Labour MP makes Joe Biden U-turn having nominated him for Nobel Peace Prize
Joe Biden concludes press conference at The White House
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Mr Biden has faced domestic and international scrutiny for the West’s hasty and botched withdrawal of Afghanistan. The President has been condemned further after two bombing attacks saw 13 US service members, two British nationals and more than 110 Afghans killed outside of Kabul airport. The terror attack, claimed by terrorist group Islamic State Khorasan (ISIS-K), came as western countries raced to complete a massive evacuation of their citizens and Afghan allies, after the Taliban took Kabul two weeks ago.
The US military conducted a drone strike yesterday in a retaliatory attack against ISIS-K after Mr Biden pledged to respond to the blasts “with force” on Thursday.
In the last week Mr Biden has faced enormous criticism from all sides of the political spectrum, including during the recall of Parliament last Wednesday.
Tory MP Tobias Ellwood lamented the “demise” of the special relationship between the UK and the US, while Tom Tugendhat, a former British serviceman in Afghanistan, dubbed the withdrawal “shameful”.
Labour’s Mr Bryant was also extremely damning in his criticism of Prime Minister Boris Johnson, and Mr Biden.
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He said: “I feel more ashamed than I can remember in any foreign policy debate in my twenty years in this house.
“It’s been the most sudden and catastrophic collapse of a foreign and military policy objective of the United Kingdom since Suez.
“I’m ashamed that we never said to the United States of America last year, or this year, hang on, stop, think, put in place a proper plan before you go ahead with this.
“Our silence now has effectively enabled Biden to get away with some of the most shameful comments ever from an American president.”
However, unearthed accounts show that just 11 months ago Mr Bryant nominated Mr Biden for a Nobel Peace Prize, during the final stages of the US presidential election campaign.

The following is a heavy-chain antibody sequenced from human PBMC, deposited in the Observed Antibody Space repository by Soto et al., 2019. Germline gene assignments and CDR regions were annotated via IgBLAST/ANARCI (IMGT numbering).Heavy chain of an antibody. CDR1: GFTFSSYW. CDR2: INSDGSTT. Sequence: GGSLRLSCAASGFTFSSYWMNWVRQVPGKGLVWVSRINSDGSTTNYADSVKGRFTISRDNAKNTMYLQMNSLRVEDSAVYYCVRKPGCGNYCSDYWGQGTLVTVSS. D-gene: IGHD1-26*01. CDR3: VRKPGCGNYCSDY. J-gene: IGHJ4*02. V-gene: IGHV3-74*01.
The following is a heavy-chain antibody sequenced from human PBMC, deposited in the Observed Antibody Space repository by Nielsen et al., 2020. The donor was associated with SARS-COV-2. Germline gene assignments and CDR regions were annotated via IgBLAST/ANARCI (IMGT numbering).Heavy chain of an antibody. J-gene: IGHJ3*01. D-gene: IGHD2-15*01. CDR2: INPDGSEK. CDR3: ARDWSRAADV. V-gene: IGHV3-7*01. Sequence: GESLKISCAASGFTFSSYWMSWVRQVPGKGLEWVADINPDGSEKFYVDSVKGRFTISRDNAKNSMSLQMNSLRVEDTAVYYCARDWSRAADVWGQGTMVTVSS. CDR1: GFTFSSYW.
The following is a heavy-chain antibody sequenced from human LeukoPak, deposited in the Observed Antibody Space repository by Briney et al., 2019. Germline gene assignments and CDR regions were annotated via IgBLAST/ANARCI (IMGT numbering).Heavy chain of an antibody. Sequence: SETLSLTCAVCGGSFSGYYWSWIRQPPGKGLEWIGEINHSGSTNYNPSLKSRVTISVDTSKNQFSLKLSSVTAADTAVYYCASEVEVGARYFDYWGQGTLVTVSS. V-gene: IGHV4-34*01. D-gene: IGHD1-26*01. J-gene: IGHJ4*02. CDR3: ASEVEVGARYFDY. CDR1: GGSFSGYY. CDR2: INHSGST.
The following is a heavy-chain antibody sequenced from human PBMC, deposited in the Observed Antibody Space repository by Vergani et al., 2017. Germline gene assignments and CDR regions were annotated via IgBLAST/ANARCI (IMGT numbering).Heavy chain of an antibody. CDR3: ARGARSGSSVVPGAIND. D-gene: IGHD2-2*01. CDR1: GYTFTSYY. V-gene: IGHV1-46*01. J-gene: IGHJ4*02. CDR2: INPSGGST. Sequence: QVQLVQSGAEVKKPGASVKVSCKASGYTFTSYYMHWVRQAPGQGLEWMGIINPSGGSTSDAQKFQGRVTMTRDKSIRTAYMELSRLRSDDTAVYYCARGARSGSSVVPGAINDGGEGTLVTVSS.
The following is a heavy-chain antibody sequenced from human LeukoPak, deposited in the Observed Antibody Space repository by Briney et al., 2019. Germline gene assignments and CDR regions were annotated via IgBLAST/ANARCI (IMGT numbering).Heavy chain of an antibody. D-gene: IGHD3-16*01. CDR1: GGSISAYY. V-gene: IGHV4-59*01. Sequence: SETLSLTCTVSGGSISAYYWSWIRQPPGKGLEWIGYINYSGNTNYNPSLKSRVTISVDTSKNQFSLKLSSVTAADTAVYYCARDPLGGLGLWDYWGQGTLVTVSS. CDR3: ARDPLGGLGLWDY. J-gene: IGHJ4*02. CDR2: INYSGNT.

The Labour MP, who served as deputy leader of the House of Commons from 2008 and 2009, claimed that Mr Biden deserved to be nominated for his dedication to argument and political debate during a turbulent time in US politics.
He added: “When American cities have been in flames and citizen has been pitched against citizen, Joe has been a calming influence to bear.
“When others have resorted to violent solutions, he has argued that the best force is the force of argument because guns can stop a heart but well-placed words can change many hearts and many hearts can change the world.”
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The nomination came just before Mr Biden and his Republican rival Donald Trump’s chaotic first presidential debate and the Democrat’s subsequent election victory where he received more than 81 million votes.
Peace Prize nominations can be made by members of government and international courts of law, university chancellors, professors of social sciences, leaders of peace research institutes and institutes of foreign affairs.
Last year’s winner of the award was the UN World Food Programme, which provides lifesaving food assistance to millions globally, despite often in dangerous and hard-to-access conditions.
Mr Biden has received criticism domestically with a number of Democrats having distanced themselves from the President, who is considered a political liability ahead of next year’s Congressional elections.
Democrat Pennsylvania Congresswoman Susan Wild said: “The evacuation process appears to have been egregiously mishandled.
“We need answers and accountability regarding the cascading failures that led us to this moment.”
Another Democratic insider told the Telegraph: “How he got himself into this mess is beyond me, and it’s done some serious harm to him.”
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